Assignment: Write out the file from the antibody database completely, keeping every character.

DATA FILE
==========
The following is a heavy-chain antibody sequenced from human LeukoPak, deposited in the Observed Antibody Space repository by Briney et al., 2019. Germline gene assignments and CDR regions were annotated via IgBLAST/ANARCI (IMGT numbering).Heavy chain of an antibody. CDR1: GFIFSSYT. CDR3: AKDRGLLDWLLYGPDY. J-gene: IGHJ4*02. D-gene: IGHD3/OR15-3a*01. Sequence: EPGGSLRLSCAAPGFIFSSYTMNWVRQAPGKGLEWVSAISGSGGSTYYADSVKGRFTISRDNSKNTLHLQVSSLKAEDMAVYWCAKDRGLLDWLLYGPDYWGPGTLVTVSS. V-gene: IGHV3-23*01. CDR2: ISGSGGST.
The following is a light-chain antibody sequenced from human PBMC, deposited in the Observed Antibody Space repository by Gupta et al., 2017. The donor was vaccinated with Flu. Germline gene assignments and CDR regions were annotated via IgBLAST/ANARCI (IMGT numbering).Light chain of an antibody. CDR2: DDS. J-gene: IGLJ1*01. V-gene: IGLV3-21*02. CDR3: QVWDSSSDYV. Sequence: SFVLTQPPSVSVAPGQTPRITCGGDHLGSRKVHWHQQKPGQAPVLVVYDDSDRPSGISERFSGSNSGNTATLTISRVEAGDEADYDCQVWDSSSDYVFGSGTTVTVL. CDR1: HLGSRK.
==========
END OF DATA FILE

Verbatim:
The following is a heavy-chain antibody sequenced from human LeukoPak, deposited in the Observed Antibody Space repository by Briney et al., 2019. Germline gene assignments and CDR regions were annotated via IgBLAST/ANARCI (IMGT numbering).Heavy chain of an antibody. CDR1: GFIFSSYT. CDR3: AKDRGLLDWLLYGPDY. J-gene: IGHJ4*02. D-gene: IGHD3/OR15-3a*01. Sequence: EPGGSLRLSCAAPGFIFSSYTMNWVRQAPGKGLEWVSAISGSGGSTYYADSVKGRFTISRDNSKNTLHLQVSSLKAEDMAVYWCAKDRGLLDWLLYGPDYWGPGTLVTVSS. V-gene: IGHV3-23*01. CDR2: ISGSGGST.
The following is a light-chain antibody sequenced from human PBMC, deposited in the Observed Antibody Space repository by Gupta et al., 2017. The donor was vaccinated with Flu. Germline gene assignments and CDR regions were annotated via IgBLAST/ANARCI (IMGT numbering).Light chain of an antibody. CDR2: DDS. J-gene: IGLJ1*01. V-gene: IGLV3-21*02. CDR3: QVWDSSSDYV. Sequence: SFVLTQPPSVSVAPGQTPRITCGGDHLGSRKVHWHQQKPGQAPVLVVYDDSDRPSGISERFSGSNSGNTATLTISRVEAGDEADYDCQVWDSSSDYVFGSGTTVTVL. CDR1: HLGSRK.